LegCo Paper No. CB(1)443/96-97
(These minutes have been seen by the Administration)
Ref : CB1/PL/MP/1

LegCo Panel on Manpower

Minutes of meeting held on Monday, 25 November 1996 at 2:30 p.m. in the Chamber of the Legislative Council Building

Members present :
    Hon LAU Chin-shek (Chairman)
    Hon CHAN Yuen-han (Deputy Chairman)
    Hon CHEUNG Man-kwong
    Hon Frederick FUNG Kin-kee
    `Hon Michael HO Mun-ka
    Hon Henry TANG Ying-yen, JP
    Hon James TIEN Pei-chun, OBE, JP
    Hon CHAN Wing-chan
    Hon CHENG Yiu-tong
    Hon LAW Chi-kwong
    Hon LEE Kai-ming
    Hon LEUNG Yiu-chung
    Hon MOK Ying-fan
Members absent :
    Hon NGAI Shiu-kit, OBE, JP
    Hon SZETO Wah
    Hon Ronald ARCULLI, OBE, JP
    Dr Hon LEONG Che-hung, OBE, JP
    Hon LEE Cheuk-yan
    Hon Bruce LIU Sing-lee
    Hon TSANG Kin-shing
Public officers attending:
Item IV
    Mr Alex FONG
    Deputy Secretary for Security
    Ms Ingrid HO
    Principal Assistant Secretary for Security
    Mr T P WONG
    Assistant Director of Immigration
    (Special Duties)
Item IV and V
    Miss Esther LEUNG
    Acting Principal Assistant Secretary for Education and Manpower
Item V
    Mr Alfred CHAN, JP
    Acting Commissioner for Labour
Item V and VI
    Mr Matthew K C CHEUNG, JP
    Deputy Secretary for
    Education and Manpower
Item VI
    Mr Herman CHO
    Principal Assistant Secretary for Education and Manpower
    Mr K F LEE, JP
    Deputy Commissioner for Labour
    (Occupational Safety and Health)
    Mr S Y MAK, JP
    Assistant Commissioner for Labour
    (Occupational Safety and Health)
    Dr W K LO
    Occupational Health Consultant Labour Department
Clerk in attendance :
    Miss Polly YEUNG
    Chief Assistant Secretary(1)3
Staff in attendance :
Item VI
    Mr Arthur CHEUNG
    Assistant Legal Adviser 5
    Ms Connie SZE-TO
    Senior Assistant Secretary(1)5

I. Confirmation of minutes of meeting and matters arising

(LegCo Paper Nos. CB(1)357/96-97 and CB(1)358/96-97)

1. The minutes of the Panel meetings held on 28 October and 1 November 1996 were confirmed.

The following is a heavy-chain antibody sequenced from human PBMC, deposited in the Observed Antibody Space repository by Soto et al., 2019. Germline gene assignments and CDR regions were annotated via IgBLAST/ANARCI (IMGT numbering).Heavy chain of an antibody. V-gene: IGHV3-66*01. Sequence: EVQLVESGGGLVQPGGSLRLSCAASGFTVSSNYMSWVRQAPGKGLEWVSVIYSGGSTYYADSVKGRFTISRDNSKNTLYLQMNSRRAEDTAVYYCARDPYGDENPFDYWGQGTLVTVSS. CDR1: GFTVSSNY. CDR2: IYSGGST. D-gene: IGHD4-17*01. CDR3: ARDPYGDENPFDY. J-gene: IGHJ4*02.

II. Date and items for discussion for next meeting

2. Members agreed to advance the next Panel meeting originally scheduled for 23 December 1996 to Tuesday, 17 December 1996 at 10:45 a.m. to discuss the following items:

  1. Employment of foreign domestic helpers as domestic drivers;
  2. Consultancy reports on the strategic and organisational review of the Vocational Training Council and on the Employees Retraining Scheme.

It was also agreed that members of Security Panel and the Education Panel would be invited to join the discussion of items (a) and (b) respectively.

III. Information papers issued since last meeting

(LegCo Paper No. CB(1)361/96-97)

3. The Panel noted that a paper on the appeal against the Administration's decision to refuse the importation of butchers referred by the LegCo Complaints Division had been issued for members' general information.

IV. Entry of British citizens for employment in Hong Kong

(LegCo Paper No. CB(1)371/96-97(03) and (04))

4. At the Chairman's invitation, Mr Alex FONG informed the meeting that in response to members' concerns expressed at the meetings in May and July 1996 on the current visa-free arrangement for British citizens to enter Hong Kong and take up employment freely, the Administration had completed a review on the policy and would propose changes to remove the differences in immigration status between British citizens and that of other foreign nationals. He also explained that the Administration would adhere to the following principles in implementing the proposals:

  1. The new arrangements should be in place before the change of sovereignty in 1997.
  2. The immigration status of British citizens would be brought into line with that of other foreign nationals. They would be required to apply for employment visas if the purpose of entry was for employment and the same criteria adopted for considering applications from other foreign nationals would be applied.
  3. It was necessary to minimise the disruption caused to British citizens who were already in Hong Kong.